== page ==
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The Public Interest v. the Pocono Mountain School District


July 12, 2011


The opinion of the court was delivered by: Judge Caputo


Plaintiff the Public Interest Law Center of Philadelphia (PILCOP) filed this action against Defendant Pocono Mountain School District (PMSD) seeking attorneys' fees and costs for its representation of Michael Medici in an administrative hearing and appeals against PMSD. PMSD moved for summary judgment (Doc. 24) and PILCOP then filed a cross-motion for summary judgment (Doc. 26). Because Mr. Medici was only minimally successful in his action against PMSD, PMSD's motion for summary judgment will be granted.

I. Background

As stated in PILCOP's statement of material facts in support of its motion for summary judgment (Doc. 27),*fn1 the facts are as follows:

Michael Medici is the parent of a son who was a special education student in the Pocono Mountain School District. (Doc. 27 Ex. A.) In early 2007, Mr. Medici, acting pro se, filed to subpoena his son's education records from PMSD. (Id.) He then filed a due process hearing request in order to obtain the records. (Id.) On August 8, 2007, the Hearing Officer denied Mr. Medici's request to obtain, among other things, copies of standardized test protocols and correspondence among teachers, staff, and parents, finding that these did not constitute educational records under the Family Education Rights and Privacy Act ("FERPA") and the Individuals with Disabilities in Education Improvement Act ("IDEIA"). (Id. Ex. C.)

PILCOP agreed to represent Mr. Medici in an appeal of the Hearing Officer's decision. (Id. Ex. A.) PILCOP attorney Judith Gran filed exceptions to the decision, appealing to the Special Education Due Process Appeals Review Panel (the "Review Panel"). (Id. Ex. E.) The Review Panel reversed the Hearing Officer's decision on the grounds that it excluded broad categories of records that might include individual documents that would constitute records under FERPA or IDEIA. (Id. Ex. B.) It ordered the Hearing Officer to consider whether individual records met the standards in the relevant statutes. (Id.) PMSD filed suit challenging the Review Panel's authority to remand to the Hearing Officer, (Id. Ex. G.) and Mr. Medici removed the suit to federal court, (Id. Ex. H.) The District Court granted PMSD's motion for summary judgment, holding that the Review Panel did not have the power to remand to the Hearing Officer and directing the Review Panel to conduct the document review itself. (Id. Ex. I.)

On August 30, 2009, the Review Panel issued a final order. (Id. Ex. J.) After reviewing individual records, the Review Panel concluded that standardized test protocols are not educational records under FERPA and IDEIA but that teacher/staff/parent correspondence, where it has been maintained by a school district, does constitute an educational record under the statutes. (Id.) The Review Panel ordered PMSD to provide Mr. Medici with copies of any teacher/staff/parent correspondence it has maintained. (Id.) PMSD did not produce any additional education records to Mr. Medici. (Doc. 27.)

On October 13, 2009, Mr. Medici entered into a retainer agreement with PILCOP assigning his right to any attorneys' fees and costs to PILCOP. (Id. Ex. D.) On November 25, 2009, PILCOP filed an action to recover $42,255 in attorneys' fees and costs in its representation of Mr. Medici. (Doc. 1.) The requested award is based on 93.9 hours of work at Ms. Gran's hourly rate of $450, plus $424.55 worth of additional litigation costs. (Id.) According to the affidavit of Jennifer Clarke, another attorney at PILCOP, this is a reasonable rate given Ms. Gran's education and experience, the Philadelphia legal market, and the complexity of the underlying litigation. (Doc. 27 Ex.L.) PMSD filed a motion for summary judgment on October 29, 2010 and PILCOP filed its cross-motion for summary judgment on November 1, 2010. The motions are ripe for review.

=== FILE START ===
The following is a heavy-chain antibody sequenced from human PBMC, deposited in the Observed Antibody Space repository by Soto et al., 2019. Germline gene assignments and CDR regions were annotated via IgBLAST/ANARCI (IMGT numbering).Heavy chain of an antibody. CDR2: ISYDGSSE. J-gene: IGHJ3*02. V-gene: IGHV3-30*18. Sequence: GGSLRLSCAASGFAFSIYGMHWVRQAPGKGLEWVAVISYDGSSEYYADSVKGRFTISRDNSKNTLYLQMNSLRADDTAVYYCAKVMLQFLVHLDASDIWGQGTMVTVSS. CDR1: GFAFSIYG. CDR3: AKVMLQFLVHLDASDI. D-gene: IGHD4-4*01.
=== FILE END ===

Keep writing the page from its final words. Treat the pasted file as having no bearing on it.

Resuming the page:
II. Legal Standard

Summary judgment is appropriate "if the pleadings, the discovery and disclosure materials on file, and any affidavits show that there is no genuine issue as to any material fact and that the movant is entitled to judgment as a matter of law." Fed. R. Civ. P. 56(c)(2). A fact is material if proof of its existence or nonexistence might affect the outcome of the suit under the applicable substantive law. Anderson v. Liberty Lobby, Inc., 477 U.S. 242, 248 (1986).

Where there is no material fact in dispute, the moving party need only establish that it is entitled to judgment as a matter of law. Fed. R. Civ. P. 56(c)(2). Where, however, there is a disputed issue of material fact, summary judgment is appropriate only if the factual dispute is not a genuine one. Anderson, 477 U.S. at 248. An issue of material fact is genuine if "a reasonable jury could return a verdict for the nonmoving party." Id. Where there is a material fact in dispute, the moving party has the initial burden of proving that: (1) there is no genuine issue of material fact; and (2) the moving party is entitled to judgment as a matter of law. See 2D Charles Alan Wright & Arthur R. Miller, Federal Practice and Procedure § 2727 (2d ed. 1983). The moving party may present its own evidence or, where the nonmoving party has the burden of proof, simply point out to the court that "the nonmoving party has failed to make a sufficient showing on an essential element of her case." Celotex Corp. v. Catrett, 477 U.S. 317, 323 (1986).

All doubts as to the existence of a genuine issue of material fact must be resolved against the moving party, and the entire record must be examined in the light most favorable to the nonmoving party. White v. Westinghouse Elec. Co., 862 F.2d 56, 59 (3d Cir. 1988). Once the moving party has satisfied its initial burden, the burden shifts to the non-moving party to either present affirmative evidence supporting its version of the material facts or to refute the moving party's contention that the facts entitle it to judgment as a matter of law. Anderson, 477 U.S. at 256--57. The Court need not accept mere conclusory allegations, whether they are made in the complaint or a sworn statement. Lujan v. Nat'l Wildlife Fed'n, 497 U.S. 871, 888 (1990). In deciding a motion for summary judgment, "the judge's function is not himself to weigh the evidence and determine the truth of the matter but to determine whether there is a genuine issue for trial." Anderson, 477 U.S. at 249.

III. Discussion